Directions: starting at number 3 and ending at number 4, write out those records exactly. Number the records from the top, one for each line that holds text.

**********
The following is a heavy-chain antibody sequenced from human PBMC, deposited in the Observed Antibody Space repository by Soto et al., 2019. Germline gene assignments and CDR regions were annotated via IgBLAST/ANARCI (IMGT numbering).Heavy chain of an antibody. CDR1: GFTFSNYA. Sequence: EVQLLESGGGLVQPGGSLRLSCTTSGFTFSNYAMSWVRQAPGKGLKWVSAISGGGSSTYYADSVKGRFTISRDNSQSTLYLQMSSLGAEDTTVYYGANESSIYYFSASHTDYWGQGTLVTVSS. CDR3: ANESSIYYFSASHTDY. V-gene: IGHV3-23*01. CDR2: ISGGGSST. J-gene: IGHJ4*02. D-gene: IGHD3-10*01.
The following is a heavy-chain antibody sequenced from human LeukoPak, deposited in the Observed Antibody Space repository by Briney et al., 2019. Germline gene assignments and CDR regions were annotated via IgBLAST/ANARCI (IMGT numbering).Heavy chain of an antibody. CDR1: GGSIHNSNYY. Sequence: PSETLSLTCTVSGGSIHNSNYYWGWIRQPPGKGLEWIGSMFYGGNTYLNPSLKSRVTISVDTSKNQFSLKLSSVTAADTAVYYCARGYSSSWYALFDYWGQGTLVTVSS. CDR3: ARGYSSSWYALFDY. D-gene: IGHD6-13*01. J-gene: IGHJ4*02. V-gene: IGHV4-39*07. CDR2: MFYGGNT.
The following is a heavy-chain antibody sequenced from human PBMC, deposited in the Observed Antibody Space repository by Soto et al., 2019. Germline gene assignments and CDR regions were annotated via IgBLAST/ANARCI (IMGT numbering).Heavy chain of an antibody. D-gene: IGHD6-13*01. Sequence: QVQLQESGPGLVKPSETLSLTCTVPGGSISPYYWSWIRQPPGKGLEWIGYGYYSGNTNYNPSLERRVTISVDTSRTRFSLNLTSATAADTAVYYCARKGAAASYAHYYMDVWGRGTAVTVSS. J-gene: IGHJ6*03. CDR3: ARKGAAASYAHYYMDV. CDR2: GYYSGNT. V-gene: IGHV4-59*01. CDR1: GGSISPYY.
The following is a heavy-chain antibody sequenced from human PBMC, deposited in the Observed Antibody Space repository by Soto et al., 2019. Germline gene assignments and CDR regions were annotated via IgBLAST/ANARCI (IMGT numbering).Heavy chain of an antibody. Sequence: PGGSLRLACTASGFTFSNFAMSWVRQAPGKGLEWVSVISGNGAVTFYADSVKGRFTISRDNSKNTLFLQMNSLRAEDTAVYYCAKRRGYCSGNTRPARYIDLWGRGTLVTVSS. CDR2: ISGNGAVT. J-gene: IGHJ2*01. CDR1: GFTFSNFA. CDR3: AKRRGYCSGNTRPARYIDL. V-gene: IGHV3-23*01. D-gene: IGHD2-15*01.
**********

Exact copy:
The following is a heavy-chain antibody sequenced from human PBMC, deposited in the Observed Antibody Space repository by Soto et al., 2019. Germline gene assignments and CDR regions were annotated via IgBLAST/ANARCI (IMGT numbering).Heavy chain of an antibody. D-gene: IGHD6-13*01. Sequence: QVQLQESGPGLVKPSETLSLTCTVPGGSISPYYWSWIRQPPGKGLEWIGYGYYSGNTNYNPSLERRVTISVDTSRTRFSLNLTSATAADTAVYYCARKGAAASYAHYYMDVWGRGTAVTVSS. J-gene: IGHJ6*03. CDR3: ARKGAAASYAHYYMDV. CDR2: GYYSGNT. V-gene: IGHV4-59*01. CDR1: GGSISPYY.
The following is a heavy-chain antibody sequenced from human PBMC, deposited in the Observed Antibody Space repository by Soto et al., 2019. Germline gene assignments and CDR regions were annotated via IgBLAST/ANARCI (IMGT numbering).Heavy chain of an antibody. Sequence: PGGSLRLACTASGFTFSNFAMSWVRQAPGKGLEWVSVISGNGAVTFYADSVKGRFTISRDNSKNTLFLQMNSLRAEDTAVYYCAKRRGYCSGNTRPARYIDLWGRGTLVTVSS. CDR2: ISGNGAVT. J-gene: IGHJ2*01. CDR1: GFTFSNFA. CDR3: AKRRGYCSGNTRPARYIDL. V-gene: IGHV3-23*01. D-gene: IGHD2-15*01.